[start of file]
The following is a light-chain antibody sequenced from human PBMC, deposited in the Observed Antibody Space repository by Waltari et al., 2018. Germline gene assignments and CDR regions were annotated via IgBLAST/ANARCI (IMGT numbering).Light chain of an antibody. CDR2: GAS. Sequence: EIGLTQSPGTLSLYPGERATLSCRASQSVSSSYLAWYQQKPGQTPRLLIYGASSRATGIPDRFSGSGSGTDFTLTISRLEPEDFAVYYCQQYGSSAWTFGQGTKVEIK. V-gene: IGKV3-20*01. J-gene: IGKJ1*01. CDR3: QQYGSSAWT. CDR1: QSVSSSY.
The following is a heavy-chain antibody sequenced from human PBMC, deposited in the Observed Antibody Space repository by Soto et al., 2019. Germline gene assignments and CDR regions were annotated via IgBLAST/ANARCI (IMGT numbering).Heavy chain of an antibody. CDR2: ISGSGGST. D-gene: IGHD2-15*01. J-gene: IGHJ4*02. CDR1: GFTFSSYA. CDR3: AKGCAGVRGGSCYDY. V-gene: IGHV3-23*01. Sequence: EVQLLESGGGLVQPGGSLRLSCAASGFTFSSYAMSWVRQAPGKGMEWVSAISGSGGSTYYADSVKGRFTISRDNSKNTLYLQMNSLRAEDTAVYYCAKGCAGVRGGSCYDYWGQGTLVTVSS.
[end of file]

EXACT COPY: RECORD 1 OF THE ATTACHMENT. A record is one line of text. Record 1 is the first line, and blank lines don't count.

The following is a light-chain antibody sequenced from human PBMC, deposited in the Observed Antibody Space repository by Waltari et al., 2018. Germline gene assignments and CDR regions were annotated via IgBLAST/ANARCI (IMGT numbering).Light chain of an antibody. CDR2: GAS. Sequence: EIGLTQSPGTLSLYPGERATLSCRASQSVSSSYLAWYQQKPGQTPRLLIYGASSRATGIPDRFSGSGSGTDFTLTISRLEPEDFAVYYCQQYGSSAWTFGQGTKVEIK. V-gene: IGKV3-20*01. J-gene: IGKJ1*01. CDR3: QQYGSSAWT. CDR1: QSVSSSY.